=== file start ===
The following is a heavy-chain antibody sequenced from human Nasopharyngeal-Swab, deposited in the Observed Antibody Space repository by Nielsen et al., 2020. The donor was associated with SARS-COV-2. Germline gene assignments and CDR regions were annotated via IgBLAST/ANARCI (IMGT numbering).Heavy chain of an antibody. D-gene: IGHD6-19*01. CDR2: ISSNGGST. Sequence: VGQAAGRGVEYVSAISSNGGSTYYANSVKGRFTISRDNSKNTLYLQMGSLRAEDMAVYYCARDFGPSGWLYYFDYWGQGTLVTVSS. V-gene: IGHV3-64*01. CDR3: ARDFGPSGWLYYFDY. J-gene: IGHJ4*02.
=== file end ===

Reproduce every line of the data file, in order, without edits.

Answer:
The following is a heavy-chain antibody sequenced from human Nasopharyngeal-Swab, deposited in the Observed Antibody Space repository by Nielsen et al., 2020. The donor was associated with SARS-COV-2. Germline gene assignments and CDR regions were annotated via IgBLAST/ANARCI (IMGT numbering).Heavy chain of an antibody. D-gene: IGHD6-19*01. CDR2: ISSNGGST. Sequence: VGQAAGRGVEYVSAISSNGGSTYYANSVKGRFTISRDNSKNTLYLQMGSLRAEDMAVYYCARDFGPSGWLYYFDYWGQGTLVTVSS. V-gene: IGHV3-64*01. CDR3: ARDFGPSGWLYYFDY. J-gene: IGHJ4*02.